The Apple Watch 9 isn't expected to be dramatically different when it launches later this year, but according to Bloomberg's Mark Gurman, it is going to get a more powerful processor. The processor is based on the A15 chip Apple used in the iPhone 13, and it'll replace the two-year-old S8 chip inside the Apple Watch Series 8.
If you own one of the best smartwatches, as the Apple Watch undoubtedly is, I very much doubt you've ever despaired at its speed; wearables are pretty fast these days, and I haven't been irritated by my Apple Watch's performance for generations now. Battery life is a biggie for me, and this new processor could help improve that.
Better processors mean better battery life
I think battery life is the Achilles heel of smartwatches, especially the Apple Watch: its proprietary charger means one more thing to carry whenever I travel because, despite a quoted two-day battery life, I never get anything close to that. A new processor could boost the Apple Watch's battery life, although it's important to stress "could" rather than "will".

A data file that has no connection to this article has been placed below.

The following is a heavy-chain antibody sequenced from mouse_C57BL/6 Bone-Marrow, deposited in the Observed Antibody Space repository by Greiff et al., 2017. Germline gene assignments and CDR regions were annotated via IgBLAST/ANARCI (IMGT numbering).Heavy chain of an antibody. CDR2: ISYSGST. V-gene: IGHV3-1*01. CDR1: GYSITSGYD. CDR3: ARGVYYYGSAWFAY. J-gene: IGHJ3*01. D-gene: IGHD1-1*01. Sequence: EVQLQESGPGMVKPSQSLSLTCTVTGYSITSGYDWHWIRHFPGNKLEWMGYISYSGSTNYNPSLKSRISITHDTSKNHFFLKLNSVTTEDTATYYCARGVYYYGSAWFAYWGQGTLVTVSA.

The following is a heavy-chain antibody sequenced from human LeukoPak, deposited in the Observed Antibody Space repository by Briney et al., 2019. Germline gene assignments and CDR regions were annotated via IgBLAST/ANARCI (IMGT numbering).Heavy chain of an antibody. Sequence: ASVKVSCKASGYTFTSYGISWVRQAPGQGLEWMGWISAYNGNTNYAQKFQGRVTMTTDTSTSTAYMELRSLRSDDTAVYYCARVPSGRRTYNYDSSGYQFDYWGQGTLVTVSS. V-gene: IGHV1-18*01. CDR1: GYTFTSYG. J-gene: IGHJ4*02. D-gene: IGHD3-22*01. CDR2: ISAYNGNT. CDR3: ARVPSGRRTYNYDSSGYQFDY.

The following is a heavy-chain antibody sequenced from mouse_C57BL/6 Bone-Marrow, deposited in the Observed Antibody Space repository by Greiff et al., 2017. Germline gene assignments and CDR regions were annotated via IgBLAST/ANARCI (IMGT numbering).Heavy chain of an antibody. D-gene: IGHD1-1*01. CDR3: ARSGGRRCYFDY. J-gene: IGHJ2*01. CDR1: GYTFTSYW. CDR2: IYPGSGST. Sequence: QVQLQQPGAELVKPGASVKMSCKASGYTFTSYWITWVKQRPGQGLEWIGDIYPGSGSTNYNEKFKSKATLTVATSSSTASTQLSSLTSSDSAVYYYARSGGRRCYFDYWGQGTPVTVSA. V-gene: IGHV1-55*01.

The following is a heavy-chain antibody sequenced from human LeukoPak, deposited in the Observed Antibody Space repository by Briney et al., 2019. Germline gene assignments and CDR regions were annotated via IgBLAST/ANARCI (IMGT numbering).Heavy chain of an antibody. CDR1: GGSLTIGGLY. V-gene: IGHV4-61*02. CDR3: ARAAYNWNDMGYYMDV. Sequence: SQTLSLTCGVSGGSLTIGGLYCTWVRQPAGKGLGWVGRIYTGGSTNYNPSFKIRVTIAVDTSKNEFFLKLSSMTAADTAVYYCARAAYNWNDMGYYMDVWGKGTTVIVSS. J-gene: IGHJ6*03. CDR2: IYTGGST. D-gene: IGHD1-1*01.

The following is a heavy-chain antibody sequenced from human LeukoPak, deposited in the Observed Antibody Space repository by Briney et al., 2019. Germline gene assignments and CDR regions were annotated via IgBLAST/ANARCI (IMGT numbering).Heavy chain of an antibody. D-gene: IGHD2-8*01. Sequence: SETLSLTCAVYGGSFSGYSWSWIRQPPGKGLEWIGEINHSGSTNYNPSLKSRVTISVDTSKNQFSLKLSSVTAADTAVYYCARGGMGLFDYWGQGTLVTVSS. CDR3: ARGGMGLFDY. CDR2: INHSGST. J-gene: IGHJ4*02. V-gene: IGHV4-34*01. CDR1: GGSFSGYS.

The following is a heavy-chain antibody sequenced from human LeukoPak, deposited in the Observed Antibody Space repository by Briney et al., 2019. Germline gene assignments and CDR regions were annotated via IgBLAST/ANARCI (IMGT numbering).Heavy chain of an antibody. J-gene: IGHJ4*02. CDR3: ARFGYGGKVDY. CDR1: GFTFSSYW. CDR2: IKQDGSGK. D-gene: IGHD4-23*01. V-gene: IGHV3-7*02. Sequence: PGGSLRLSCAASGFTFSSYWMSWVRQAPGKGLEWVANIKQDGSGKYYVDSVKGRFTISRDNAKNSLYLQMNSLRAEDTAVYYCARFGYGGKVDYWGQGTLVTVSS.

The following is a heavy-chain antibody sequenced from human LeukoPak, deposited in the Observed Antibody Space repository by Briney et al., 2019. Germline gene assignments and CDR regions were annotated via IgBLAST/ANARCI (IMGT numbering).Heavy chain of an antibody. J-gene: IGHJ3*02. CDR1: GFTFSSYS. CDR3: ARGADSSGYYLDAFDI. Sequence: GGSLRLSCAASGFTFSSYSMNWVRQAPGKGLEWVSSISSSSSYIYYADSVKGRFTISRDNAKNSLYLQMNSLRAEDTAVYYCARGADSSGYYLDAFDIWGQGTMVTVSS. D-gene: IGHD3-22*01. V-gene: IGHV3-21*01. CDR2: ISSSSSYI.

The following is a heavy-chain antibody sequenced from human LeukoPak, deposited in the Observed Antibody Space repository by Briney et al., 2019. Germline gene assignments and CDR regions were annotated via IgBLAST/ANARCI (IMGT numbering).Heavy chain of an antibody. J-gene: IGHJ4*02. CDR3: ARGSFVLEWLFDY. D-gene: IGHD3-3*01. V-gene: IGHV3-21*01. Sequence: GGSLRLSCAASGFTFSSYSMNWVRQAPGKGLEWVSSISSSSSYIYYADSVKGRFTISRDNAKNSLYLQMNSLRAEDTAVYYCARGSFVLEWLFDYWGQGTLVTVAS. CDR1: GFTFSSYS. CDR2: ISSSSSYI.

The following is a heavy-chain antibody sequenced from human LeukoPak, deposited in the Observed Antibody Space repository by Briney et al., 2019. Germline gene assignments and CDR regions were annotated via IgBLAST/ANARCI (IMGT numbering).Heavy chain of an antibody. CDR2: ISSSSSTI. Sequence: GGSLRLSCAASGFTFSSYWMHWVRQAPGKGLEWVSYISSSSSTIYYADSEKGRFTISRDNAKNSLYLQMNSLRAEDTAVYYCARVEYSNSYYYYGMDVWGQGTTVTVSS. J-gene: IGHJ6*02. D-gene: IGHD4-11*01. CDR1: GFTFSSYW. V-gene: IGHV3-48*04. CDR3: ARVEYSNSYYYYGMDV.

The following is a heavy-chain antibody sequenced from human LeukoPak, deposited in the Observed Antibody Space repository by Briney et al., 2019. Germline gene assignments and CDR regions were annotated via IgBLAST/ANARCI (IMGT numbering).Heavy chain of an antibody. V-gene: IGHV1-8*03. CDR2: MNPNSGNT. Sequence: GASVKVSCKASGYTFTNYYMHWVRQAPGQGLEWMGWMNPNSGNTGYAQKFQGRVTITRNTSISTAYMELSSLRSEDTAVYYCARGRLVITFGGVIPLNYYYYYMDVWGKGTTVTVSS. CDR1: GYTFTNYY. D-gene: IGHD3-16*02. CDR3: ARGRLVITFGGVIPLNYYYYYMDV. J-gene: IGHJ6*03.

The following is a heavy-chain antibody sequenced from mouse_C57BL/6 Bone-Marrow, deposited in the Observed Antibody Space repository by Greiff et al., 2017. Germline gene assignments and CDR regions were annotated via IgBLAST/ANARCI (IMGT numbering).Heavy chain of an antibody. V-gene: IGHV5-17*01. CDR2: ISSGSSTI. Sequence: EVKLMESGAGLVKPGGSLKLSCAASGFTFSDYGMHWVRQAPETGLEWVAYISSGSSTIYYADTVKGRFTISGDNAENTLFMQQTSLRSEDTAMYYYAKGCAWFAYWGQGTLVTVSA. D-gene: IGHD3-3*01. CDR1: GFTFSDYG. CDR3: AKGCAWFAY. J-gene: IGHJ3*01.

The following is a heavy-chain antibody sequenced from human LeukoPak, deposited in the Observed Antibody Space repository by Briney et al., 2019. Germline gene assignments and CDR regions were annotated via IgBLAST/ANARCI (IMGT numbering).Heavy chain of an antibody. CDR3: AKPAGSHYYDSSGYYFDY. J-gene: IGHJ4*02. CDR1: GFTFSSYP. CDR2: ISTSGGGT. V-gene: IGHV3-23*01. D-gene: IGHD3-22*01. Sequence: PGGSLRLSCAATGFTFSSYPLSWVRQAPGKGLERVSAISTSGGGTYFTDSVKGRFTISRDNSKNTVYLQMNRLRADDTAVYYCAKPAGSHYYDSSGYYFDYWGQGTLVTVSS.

That's because Apple is reportedly planning a very significant overhaul to the Apple Watch interface in watchOS 10 later this year, and that could be more demanding than the current one – so if it is, you can expect the familiar equation where more demanding software asks more of the hardware and negates the battery improvements of a new processor. You may remember that one from pretty much every major iPhone update in the last decade-plus.
I hope I'm being overly cynical here because the watchOS update is going to make it onto more than just the Apple Watch Series 9, and I don't think anybody's going to be happy about a watchOS update if it makes the already pretty poor Apple Watch battery life even worse. So I'm crossing my fingers on this one and hoping for a nicer interface and an Apple Watch with better-than-ever battery life.